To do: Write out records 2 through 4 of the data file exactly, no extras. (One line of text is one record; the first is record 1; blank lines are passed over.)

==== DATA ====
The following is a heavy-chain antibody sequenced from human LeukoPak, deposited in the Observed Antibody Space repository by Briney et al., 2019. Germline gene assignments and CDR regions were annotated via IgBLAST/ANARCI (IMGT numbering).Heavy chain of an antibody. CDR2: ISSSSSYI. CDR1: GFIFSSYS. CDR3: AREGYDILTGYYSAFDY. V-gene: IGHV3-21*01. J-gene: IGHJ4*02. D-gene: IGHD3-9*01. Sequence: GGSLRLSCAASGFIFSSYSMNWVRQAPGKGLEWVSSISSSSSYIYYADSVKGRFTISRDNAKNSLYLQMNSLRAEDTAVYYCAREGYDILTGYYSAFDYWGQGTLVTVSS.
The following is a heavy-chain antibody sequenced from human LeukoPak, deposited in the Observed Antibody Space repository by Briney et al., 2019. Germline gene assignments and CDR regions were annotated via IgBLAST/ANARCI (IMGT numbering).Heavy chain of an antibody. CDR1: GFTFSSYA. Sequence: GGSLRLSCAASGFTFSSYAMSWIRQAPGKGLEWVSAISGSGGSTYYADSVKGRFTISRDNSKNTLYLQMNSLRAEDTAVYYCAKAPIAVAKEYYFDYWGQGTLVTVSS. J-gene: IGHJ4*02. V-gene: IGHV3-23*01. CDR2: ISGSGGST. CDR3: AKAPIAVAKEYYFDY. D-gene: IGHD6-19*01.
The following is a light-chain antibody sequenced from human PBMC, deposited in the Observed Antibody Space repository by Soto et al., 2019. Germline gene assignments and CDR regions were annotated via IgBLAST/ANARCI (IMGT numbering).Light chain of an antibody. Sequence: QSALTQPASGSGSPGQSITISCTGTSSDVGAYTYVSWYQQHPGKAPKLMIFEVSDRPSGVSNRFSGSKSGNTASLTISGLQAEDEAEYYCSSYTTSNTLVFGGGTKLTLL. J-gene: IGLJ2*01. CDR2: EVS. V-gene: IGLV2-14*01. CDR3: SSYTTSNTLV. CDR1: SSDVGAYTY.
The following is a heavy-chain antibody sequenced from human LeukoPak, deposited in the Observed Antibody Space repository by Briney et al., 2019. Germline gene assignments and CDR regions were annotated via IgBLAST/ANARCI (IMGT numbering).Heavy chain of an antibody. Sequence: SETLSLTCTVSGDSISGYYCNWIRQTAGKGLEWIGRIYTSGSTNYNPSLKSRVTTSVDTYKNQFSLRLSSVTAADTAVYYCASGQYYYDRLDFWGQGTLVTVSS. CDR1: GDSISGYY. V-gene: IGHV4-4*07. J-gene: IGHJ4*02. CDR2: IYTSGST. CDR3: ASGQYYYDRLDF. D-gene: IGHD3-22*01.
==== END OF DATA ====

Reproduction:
The following is a heavy-chain antibody sequenced from human LeukoPak, deposited in the Observed Antibody Space repository by Briney et al., 2019. Germline gene assignments and CDR regions were annotated via IgBLAST/ANARCI (IMGT numbering).Heavy chain of an antibody. CDR1: GFTFSSYA. Sequence: GGSLRLSCAASGFTFSSYAMSWIRQAPGKGLEWVSAISGSGGSTYYADSVKGRFTISRDNSKNTLYLQMNSLRAEDTAVYYCAKAPIAVAKEYYFDYWGQGTLVTVSS. J-gene: IGHJ4*02. V-gene: IGHV3-23*01. CDR2: ISGSGGST. CDR3: AKAPIAVAKEYYFDY. D-gene: IGHD6-19*01.
The following is a light-chain antibody sequenced from human PBMC, deposited in the Observed Antibody Space repository by Soto et al., 2019. Germline gene assignments and CDR regions were annotated via IgBLAST/ANARCI (IMGT numbering).Light chain of an antibody. Sequence: QSALTQPASGSGSPGQSITISCTGTSSDVGAYTYVSWYQQHPGKAPKLMIFEVSDRPSGVSNRFSGSKSGNTASLTISGLQAEDEAEYYCSSYTTSNTLVFGGGTKLTLL. J-gene: IGLJ2*01. CDR2: EVS. V-gene: IGLV2-14*01. CDR3: SSYTTSNTLV. CDR1: SSDVGAYTY.
The following is a heavy-chain antibody sequenced from human LeukoPak, deposited in the Observed Antibody Space repository by Briney et al., 2019. Germline gene assignments and CDR regions were annotated via IgBLAST/ANARCI (IMGT numbering).Heavy chain of an antibody. Sequence: SETLSLTCTVSGDSISGYYCNWIRQTAGKGLEWIGRIYTSGSTNYNPSLKSRVTTSVDTYKNQFSLRLSSVTAADTAVYYCASGQYYYDRLDFWGQGTLVTVSS. CDR1: GDSISGYY. V-gene: IGHV4-4*07. J-gene: IGHJ4*02. CDR2: IYTSGST. CDR3: ASGQYYYDRLDF. D-gene: IGHD3-22*01.